Mysterious signal sheds light on the mystery of Dark Matter
An illustration (not to scale) showing axions (blue) streaming out from the Sun, converting in the Earth's magnetic field (red) into X-rays (orange), which are then detected by the XMM-Newton observatory. Copyright: University of Leicester
The discovery of a signal in the X-ray sky by Leicester space scientists is the first potential indication of direct detection of Dark Matter.
The findings are detailed in the Monthly Notices of the Royal Astronomical Society in the final paper by Professor George Fraser, late Director of the University of Leicester Space Research Centre, who sadly died in March of this year.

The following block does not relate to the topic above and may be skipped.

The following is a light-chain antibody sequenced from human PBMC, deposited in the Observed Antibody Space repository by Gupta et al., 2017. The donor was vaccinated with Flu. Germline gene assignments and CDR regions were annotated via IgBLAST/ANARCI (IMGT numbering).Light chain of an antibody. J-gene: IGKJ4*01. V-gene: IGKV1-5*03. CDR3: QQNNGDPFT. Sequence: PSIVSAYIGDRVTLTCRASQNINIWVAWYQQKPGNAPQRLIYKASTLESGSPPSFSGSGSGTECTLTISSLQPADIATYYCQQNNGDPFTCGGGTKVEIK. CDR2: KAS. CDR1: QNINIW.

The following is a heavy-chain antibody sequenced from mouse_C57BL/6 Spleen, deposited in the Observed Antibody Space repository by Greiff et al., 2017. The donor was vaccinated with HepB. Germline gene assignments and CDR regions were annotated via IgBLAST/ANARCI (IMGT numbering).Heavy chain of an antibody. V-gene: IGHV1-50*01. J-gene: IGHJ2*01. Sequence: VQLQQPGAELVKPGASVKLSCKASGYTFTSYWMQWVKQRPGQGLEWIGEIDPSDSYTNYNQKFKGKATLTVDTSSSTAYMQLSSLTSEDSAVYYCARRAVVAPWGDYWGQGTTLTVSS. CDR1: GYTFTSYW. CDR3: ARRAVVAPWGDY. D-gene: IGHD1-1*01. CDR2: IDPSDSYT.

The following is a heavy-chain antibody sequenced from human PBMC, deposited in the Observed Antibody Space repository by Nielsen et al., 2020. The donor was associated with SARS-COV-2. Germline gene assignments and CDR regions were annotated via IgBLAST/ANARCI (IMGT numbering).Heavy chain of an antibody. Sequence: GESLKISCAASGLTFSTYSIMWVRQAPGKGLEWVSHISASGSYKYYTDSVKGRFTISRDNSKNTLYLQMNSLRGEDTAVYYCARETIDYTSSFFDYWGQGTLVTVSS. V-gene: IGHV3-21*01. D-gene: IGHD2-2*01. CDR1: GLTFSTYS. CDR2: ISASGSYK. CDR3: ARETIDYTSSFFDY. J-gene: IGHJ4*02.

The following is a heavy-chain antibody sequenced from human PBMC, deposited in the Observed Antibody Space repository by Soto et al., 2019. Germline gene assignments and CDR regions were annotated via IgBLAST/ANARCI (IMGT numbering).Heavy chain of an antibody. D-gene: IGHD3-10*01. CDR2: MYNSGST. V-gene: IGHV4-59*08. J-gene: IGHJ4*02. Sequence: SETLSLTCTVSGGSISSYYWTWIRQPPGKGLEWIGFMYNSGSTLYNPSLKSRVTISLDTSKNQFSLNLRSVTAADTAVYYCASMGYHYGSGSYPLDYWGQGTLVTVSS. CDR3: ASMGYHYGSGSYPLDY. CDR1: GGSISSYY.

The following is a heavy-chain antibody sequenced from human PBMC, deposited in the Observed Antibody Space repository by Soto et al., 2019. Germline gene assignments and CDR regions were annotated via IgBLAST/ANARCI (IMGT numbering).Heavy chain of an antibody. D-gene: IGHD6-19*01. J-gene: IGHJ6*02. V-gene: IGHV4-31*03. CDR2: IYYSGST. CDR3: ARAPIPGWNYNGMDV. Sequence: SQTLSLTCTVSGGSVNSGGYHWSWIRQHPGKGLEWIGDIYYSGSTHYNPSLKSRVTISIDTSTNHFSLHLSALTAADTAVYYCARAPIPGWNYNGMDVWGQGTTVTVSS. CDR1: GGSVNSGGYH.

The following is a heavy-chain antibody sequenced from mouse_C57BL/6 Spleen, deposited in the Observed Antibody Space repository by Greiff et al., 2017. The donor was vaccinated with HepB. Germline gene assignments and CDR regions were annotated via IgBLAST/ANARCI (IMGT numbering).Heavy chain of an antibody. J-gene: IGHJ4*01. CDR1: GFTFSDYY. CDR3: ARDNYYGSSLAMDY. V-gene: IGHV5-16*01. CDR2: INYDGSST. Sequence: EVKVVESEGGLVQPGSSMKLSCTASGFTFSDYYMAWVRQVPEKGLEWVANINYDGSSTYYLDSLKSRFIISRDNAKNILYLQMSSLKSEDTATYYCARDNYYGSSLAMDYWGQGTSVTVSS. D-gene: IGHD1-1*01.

The team from our Department of Physics and Astronomy has found what appears to be a signature of 'axions', predicted 'Dark Matter' particle candidates – something that has been a puzzle to science for years.
Dark Matter makes up 85% of the matter of the Universe. It cannot be seen directly with telescopes, but is instead inferred from its gravitational effects on ordinary matter and on light. Dark matter holds the Universe together - without it, galaxies would just unravel and fly apart.